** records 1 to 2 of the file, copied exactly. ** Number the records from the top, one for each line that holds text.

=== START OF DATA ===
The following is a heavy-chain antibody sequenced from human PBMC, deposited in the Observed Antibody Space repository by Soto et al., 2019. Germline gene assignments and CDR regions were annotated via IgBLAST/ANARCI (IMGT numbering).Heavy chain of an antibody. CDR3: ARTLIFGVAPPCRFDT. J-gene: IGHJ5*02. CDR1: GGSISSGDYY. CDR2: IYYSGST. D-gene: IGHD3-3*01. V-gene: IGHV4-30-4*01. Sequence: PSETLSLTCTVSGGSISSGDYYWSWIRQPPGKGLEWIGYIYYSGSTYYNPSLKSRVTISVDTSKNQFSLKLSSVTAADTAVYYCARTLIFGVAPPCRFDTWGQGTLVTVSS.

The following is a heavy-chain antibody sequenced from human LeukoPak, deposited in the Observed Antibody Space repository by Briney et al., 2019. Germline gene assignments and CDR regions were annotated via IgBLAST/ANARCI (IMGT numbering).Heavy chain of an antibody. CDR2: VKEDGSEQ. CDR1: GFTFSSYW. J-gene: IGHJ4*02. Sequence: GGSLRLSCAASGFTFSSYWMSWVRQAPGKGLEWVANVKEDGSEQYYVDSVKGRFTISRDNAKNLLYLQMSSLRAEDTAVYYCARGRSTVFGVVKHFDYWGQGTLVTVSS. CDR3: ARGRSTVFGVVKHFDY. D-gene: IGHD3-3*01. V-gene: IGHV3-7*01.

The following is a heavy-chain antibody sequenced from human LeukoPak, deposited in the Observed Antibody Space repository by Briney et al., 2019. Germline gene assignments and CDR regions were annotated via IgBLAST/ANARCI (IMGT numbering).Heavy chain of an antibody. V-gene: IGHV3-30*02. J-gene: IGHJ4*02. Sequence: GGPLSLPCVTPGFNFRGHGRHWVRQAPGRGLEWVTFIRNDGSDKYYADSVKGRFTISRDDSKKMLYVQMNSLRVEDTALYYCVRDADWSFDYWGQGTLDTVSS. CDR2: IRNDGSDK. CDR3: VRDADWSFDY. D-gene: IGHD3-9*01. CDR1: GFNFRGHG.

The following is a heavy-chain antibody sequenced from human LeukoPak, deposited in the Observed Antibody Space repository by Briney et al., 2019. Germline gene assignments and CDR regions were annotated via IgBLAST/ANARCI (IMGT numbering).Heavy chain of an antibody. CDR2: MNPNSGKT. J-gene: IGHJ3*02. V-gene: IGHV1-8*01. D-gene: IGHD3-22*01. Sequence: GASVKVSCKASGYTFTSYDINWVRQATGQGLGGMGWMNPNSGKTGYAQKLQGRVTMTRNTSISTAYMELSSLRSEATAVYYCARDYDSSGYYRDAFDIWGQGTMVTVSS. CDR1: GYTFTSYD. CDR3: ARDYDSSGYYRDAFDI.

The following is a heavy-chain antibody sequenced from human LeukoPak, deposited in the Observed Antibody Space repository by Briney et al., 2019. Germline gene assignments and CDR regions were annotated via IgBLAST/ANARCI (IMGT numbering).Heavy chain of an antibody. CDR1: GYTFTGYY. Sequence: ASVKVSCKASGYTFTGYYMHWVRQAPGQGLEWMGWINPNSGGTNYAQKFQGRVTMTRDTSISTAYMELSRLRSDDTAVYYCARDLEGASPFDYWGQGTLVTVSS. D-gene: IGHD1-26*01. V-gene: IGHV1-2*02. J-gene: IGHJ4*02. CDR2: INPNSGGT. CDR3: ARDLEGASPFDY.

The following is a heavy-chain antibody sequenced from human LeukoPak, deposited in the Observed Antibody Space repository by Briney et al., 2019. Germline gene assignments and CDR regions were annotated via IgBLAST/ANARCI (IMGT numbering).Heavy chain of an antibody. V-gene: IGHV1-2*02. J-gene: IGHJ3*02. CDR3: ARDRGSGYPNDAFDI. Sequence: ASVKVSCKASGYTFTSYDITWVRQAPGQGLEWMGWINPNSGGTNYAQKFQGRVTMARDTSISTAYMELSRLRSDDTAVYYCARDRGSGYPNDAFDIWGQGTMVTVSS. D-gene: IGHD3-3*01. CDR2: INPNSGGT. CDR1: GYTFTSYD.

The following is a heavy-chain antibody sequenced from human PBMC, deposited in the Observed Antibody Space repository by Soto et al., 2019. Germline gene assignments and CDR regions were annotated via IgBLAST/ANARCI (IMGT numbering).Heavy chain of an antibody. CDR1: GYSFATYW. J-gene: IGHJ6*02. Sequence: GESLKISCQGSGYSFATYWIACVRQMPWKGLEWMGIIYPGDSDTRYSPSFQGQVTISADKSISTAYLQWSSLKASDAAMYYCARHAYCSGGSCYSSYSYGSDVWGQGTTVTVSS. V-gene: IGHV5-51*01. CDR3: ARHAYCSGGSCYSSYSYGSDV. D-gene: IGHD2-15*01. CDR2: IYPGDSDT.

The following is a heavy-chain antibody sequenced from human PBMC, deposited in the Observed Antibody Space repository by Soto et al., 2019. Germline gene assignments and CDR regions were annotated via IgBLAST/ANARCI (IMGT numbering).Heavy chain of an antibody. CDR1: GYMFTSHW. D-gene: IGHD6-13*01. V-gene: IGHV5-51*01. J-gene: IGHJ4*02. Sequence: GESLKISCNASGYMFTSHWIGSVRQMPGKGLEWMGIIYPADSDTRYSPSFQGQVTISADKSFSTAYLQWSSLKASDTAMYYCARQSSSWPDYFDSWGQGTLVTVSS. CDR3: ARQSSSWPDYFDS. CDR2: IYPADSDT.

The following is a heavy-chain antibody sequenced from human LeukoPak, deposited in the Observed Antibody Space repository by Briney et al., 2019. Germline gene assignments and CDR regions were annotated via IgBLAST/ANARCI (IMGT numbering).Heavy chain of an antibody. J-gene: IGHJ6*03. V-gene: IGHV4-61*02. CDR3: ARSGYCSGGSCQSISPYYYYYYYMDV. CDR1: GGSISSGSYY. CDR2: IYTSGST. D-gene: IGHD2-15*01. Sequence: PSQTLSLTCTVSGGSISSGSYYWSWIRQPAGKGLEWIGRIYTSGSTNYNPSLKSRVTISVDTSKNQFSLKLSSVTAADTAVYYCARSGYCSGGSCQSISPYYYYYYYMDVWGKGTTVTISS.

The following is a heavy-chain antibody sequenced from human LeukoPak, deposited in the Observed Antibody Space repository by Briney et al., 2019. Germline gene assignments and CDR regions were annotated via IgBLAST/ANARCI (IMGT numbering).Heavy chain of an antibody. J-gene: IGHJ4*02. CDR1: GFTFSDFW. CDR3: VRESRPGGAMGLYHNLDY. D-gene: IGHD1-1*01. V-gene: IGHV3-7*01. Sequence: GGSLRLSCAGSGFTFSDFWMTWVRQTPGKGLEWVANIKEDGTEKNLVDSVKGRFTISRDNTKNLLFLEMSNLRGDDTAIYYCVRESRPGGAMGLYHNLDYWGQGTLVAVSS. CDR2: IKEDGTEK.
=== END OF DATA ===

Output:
The following is a heavy-chain antibody sequenced from human PBMC, deposited in the Observed Antibody Space repository by Soto et al., 2019. Germline gene assignments and CDR regions were annotated via IgBLAST/ANARCI (IMGT numbering).Heavy chain of an antibody. CDR3: ARTLIFGVAPPCRFDT. J-gene: IGHJ5*02. CDR1: GGSISSGDYY. CDR2: IYYSGST. D-gene: IGHD3-3*01. V-gene: IGHV4-30-4*01. Sequence: PSETLSLTCTVSGGSISSGDYYWSWIRQPPGKGLEWIGYIYYSGSTYYNPSLKSRVTISVDTSKNQFSLKLSSVTAADTAVYYCARTLIFGVAPPCRFDTWGQGTLVTVSS.

The following is a heavy-chain antibody sequenced from human LeukoPak, deposited in the Observed Antibody Space repository by Briney et al., 2019. Germline gene assignments and CDR regions were annotated via IgBLAST/ANARCI (IMGT numbering).Heavy chain of an antibody. CDR2: VKEDGSEQ. CDR1: GFTFSSYW. J-gene: IGHJ4*02. Sequence: GGSLRLSCAASGFTFSSYWMSWVRQAPGKGLEWVANVKEDGSEQYYVDSVKGRFTISRDNAKNLLYLQMSSLRAEDTAVYYCARGRSTVFGVVKHFDYWGQGTLVTVSS. CDR3: ARGRSTVFGVVKHFDY. D-gene: IGHD3-3*01. V-gene: IGHV3-7*01.